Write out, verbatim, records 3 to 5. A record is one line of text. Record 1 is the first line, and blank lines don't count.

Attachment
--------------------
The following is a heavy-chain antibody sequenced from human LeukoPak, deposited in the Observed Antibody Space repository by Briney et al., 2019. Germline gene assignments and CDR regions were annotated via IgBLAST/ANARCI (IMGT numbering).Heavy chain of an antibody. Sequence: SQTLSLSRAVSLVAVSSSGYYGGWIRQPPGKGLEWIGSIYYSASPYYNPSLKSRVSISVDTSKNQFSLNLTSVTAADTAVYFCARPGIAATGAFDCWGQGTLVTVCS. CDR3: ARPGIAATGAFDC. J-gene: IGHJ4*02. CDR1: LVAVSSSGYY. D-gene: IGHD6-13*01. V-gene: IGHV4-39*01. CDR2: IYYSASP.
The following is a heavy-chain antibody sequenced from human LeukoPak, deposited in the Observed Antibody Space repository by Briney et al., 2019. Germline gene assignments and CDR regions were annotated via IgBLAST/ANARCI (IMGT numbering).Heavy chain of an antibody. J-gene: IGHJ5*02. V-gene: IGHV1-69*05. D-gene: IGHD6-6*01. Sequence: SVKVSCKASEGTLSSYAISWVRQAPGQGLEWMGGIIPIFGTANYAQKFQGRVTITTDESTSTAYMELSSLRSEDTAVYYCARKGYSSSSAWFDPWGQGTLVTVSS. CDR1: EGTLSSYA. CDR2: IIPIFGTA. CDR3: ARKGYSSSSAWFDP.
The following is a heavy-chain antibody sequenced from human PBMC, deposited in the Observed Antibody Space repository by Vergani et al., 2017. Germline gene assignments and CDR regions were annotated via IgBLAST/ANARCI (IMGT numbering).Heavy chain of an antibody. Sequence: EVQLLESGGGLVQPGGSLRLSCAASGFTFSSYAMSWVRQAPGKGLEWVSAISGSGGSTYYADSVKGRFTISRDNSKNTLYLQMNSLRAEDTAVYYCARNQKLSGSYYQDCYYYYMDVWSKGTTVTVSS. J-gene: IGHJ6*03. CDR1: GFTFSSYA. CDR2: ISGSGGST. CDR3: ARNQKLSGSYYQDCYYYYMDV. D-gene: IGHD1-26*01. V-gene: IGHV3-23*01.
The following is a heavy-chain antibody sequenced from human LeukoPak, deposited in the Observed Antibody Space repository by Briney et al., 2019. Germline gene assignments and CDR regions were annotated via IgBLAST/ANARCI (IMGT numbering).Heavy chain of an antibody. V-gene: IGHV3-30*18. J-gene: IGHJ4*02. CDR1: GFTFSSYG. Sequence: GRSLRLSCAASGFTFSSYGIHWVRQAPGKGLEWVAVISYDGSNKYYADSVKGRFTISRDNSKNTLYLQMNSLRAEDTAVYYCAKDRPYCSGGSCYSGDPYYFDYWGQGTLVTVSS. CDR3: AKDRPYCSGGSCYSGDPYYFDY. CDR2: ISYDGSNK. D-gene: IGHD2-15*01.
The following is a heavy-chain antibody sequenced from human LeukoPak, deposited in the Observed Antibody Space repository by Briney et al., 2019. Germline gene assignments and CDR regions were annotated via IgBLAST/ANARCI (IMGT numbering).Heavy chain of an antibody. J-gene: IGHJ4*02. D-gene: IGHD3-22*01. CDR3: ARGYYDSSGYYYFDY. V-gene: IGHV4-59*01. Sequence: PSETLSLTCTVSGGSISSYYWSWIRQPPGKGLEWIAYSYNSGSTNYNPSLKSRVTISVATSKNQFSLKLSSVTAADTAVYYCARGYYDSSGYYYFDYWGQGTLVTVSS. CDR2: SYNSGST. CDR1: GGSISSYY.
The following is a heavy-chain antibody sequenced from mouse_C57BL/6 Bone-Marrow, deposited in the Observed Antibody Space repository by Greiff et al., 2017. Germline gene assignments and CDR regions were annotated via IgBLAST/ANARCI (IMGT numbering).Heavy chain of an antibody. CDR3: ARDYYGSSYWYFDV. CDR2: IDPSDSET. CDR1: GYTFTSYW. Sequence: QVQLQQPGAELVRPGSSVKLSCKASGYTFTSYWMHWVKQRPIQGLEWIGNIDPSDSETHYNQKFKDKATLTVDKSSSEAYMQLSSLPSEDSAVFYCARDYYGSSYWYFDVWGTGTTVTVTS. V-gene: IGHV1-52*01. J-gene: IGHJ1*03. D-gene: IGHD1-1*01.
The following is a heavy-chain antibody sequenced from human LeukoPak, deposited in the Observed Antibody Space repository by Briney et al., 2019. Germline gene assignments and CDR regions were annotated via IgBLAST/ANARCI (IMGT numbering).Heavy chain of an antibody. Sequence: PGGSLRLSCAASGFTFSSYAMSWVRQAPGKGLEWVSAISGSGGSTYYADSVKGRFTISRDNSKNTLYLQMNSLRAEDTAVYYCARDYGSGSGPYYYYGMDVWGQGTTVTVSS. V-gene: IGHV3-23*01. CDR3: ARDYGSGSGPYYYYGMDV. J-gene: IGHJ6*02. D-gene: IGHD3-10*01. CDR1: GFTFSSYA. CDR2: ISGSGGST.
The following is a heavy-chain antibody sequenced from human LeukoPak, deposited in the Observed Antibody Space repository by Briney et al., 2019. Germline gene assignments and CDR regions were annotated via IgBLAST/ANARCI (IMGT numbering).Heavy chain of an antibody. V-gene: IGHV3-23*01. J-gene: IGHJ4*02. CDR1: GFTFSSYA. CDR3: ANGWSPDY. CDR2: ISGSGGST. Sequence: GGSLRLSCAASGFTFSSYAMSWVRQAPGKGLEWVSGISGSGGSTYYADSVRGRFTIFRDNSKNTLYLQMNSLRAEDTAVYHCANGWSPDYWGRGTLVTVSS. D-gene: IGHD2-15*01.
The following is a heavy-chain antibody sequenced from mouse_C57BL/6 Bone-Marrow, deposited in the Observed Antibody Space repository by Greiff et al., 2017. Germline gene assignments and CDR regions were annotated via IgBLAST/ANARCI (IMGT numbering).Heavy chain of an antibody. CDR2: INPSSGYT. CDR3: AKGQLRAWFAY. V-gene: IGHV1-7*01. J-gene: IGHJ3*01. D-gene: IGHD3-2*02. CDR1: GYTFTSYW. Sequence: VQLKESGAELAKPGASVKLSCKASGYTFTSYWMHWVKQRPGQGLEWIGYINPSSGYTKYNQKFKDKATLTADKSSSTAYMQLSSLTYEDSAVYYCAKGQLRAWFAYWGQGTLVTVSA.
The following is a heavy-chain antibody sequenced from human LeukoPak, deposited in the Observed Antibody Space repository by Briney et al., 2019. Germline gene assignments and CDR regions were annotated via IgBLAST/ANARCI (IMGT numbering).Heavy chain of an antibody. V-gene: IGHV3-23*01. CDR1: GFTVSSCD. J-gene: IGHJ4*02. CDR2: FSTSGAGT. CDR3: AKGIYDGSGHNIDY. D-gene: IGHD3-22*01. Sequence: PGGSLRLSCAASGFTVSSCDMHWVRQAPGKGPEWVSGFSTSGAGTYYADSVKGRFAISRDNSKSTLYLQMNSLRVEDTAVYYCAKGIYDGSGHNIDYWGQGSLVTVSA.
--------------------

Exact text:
The following is a heavy-chain antibody sequenced from human PBMC, deposited in the Observed Antibody Space repository by Vergani et al., 2017. Germline gene assignments and CDR regions were annotated via IgBLAST/ANARCI (IMGT numbering).Heavy chain of an antibody. Sequence: EVQLLESGGGLVQPGGSLRLSCAASGFTFSSYAMSWVRQAPGKGLEWVSAISGSGGSTYYADSVKGRFTISRDNSKNTLYLQMNSLRAEDTAVYYCARNQKLSGSYYQDCYYYYMDVWSKGTTVTVSS. J-gene: IGHJ6*03. CDR1: GFTFSSYA. CDR2: ISGSGGST. CDR3: ARNQKLSGSYYQDCYYYYMDV. D-gene: IGHD1-26*01. V-gene: IGHV3-23*01.
The following is a heavy-chain antibody sequenced from human LeukoPak, deposited in the Observed Antibody Space repository by Briney et al., 2019. Germline gene assignments and CDR regions were annotated via IgBLAST/ANARCI (IMGT numbering).Heavy chain of an antibody. V-gene: IGHV3-30*18. J-gene: IGHJ4*02. CDR1: GFTFSSYG. Sequence: GRSLRLSCAASGFTFSSYGIHWVRQAPGKGLEWVAVISYDGSNKYYADSVKGRFTISRDNSKNTLYLQMNSLRAEDTAVYYCAKDRPYCSGGSCYSGDPYYFDYWGQGTLVTVSS. CDR3: AKDRPYCSGGSCYSGDPYYFDY. CDR2: ISYDGSNK. D-gene: IGHD2-15*01.
The following is a heavy-chain antibody sequenced from human LeukoPak, deposited in the Observed Antibody Space repository by Briney et al., 2019. Germline gene assignments and CDR regions were annotated via IgBLAST/ANARCI (IMGT numbering).Heavy chain of an antibody. J-gene: IGHJ4*02. D-gene: IGHD3-22*01. CDR3: ARGYYDSSGYYYFDY. V-gene: IGHV4-59*01. Sequence: PSETLSLTCTVSGGSISSYYWSWIRQPPGKGLEWIAYSYNSGSTNYNPSLKSRVTISVATSKNQFSLKLSSVTAADTAVYYCARGYYDSSGYYYFDYWGQGTLVTVSS. CDR2: SYNSGST. CDR1: GGSISSYY.